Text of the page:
Truth be told, I love my food blog best of all. But I’m always inspired by other bloggers out there. There are so many great writers, like-minded souls, and awesome recipes to be found. My favourite discoveries are recipes where the overall result doesn’t involve 12 layers of sponge or a tray of eggs or whatever, just something that’s recognisable, but with a sassy combination of flavours to make you think I must make this immediately and I’m so happy the internet exists so I could find this and not even have to pay for it, even. Like this Spiced Sesame Slice from the very cool Wayfaring Chocolate blog. It’s basically a cake. But then there’s sesame seeds in it. And on it. Plus ginger and cinnamon. I don’t know about you, but that sort of old-fashioned-plus-sexy-modern combination is pretty alluring. Then again, I get all hepped up over things that other people sneer at (like the music of Jesus Christ Superstar.) I may not be the best yardstick to measure “exciting stuff” by but trust me – this cake is damn good.
(If you’re wondering what the foliage in the background is, on the left is harakeke and on the right is our boutique saffron plantation. If you weren’t wondering at all, I just like calling two bulbs a boutique plantation.)
Spiced Sesame Slice
Recipe from Wayfaring Chocolate…cheers Hannah!
50g sesame seeds
1/2 teaspoon baking soda
1 tsp ground ginger
1/2 tsp cinnamon
1/2 tsp allspice
140g brown sugar
125g butter, melted
Set your oven to 180 C/375 F and line a rectangular or square cake tin, don’t worry about the size – just one of those usual-sized caketin things, you know? Even if you’ve got nonstick or silicone it would pay to butter it because this stuff sticks quite a bit. Not sure why.
First of all, toast the sesame seeds till they’re good and brown and smelling popcorn-y in a pan. Set aside. Don’t taste them, you’ll burn your tongue. Like me.
Whisk the eggs and sugar till thick and creamy and increased in volume. Pour in the melted butter, and then fold in the dry ingredients and half the sesame seeds. Turn it into the cake tin and sprinkle over the rest of the sesame seeds. Bake for 20 mins until firm-but-springy to the touch. Let it cool for a bit before slicing up.
So delicious. It’s really light-textured, and the buttery nuttiness and the warm spiciness is seriously good. It was so easy to just keep slicing off bits…tidying up edges…eating the broken bit…ah, you know how it goes. We go through bottles of sesame oil – its rich, dark nutty flavour is amazing, and the seeds work really well in a sweeter setting. I didn’t have any allspice (does anyone ever have allspice?) so in a move that I hope Hannah of Wayfaring Chocolate would be proud of (she eats stuff like chilli-studded chocolate and kangaroo meat very casually) I used Ras-el-Hanout spice mix instead. But you could just leave it out, or even add more cinnamon and ginger.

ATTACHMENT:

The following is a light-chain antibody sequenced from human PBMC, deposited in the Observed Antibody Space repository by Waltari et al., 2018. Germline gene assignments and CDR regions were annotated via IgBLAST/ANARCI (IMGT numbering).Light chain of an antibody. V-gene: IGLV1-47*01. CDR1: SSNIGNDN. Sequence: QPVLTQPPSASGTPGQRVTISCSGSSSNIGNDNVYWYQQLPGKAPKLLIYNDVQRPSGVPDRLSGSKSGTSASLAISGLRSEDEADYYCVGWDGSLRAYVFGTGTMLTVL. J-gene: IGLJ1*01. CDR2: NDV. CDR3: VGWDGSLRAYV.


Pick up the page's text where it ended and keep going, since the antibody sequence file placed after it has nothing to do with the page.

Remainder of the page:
And it’s really, really good with a cup of tea.
Title via: Untitled Opening Song from [title of show], the musical about two guys writing a musical about two guys writing a musical. This show is pretty special to me, even though I obviously never got to see it on the Broadway, and I won’t go on about it (although you know I could easily go on about it) but I will say this: don’t anyone let a New Zealand production get made (and I seriously believe it could work) without me playing Susan. I just want to so bad, and I think that’s a good enough reason to make it happen.
Apart from the sweet writing skills and chocolate-a-plenty and recipes, the other thing I like about Hannah’s blog is that it always makes me think of the song Poor Wayfaring Stranger. We used to sing it in choir at school, which is when I really started to dig its melancholy, old-timey, Americana sound. This version by Dusty Springfield is particularly choice.
Gypsy Eyes from Jimi Hendrix’s Electric Ladyland…we just love us some Hendrix. Gypsy Eyes is a very cool song…I like the way he pronounces all the vowels on ‘re-a-lize that I’ve been hypnotised’.
The whole entire Distant Relatives album, from the one-two punch of Nas and Damian ‘Junior Gong’ Marley… amazing. Purposeful beats, powerful messages, impassioned delivery, but you only have to listen to first track As We Enter for five seconds to know it’s special stuff. I like the titular togetherness of the lyrics as they go back and forth – “My man’ll speak patois, and I can speak rap star…”
Next time: Butter is so expensive! Hey! Wha’happen? If anyone could make this all go away and get it down nearer to $2 a block I’d be most obliged. Till then, we’re probably looking at some dairy-free times up ahead.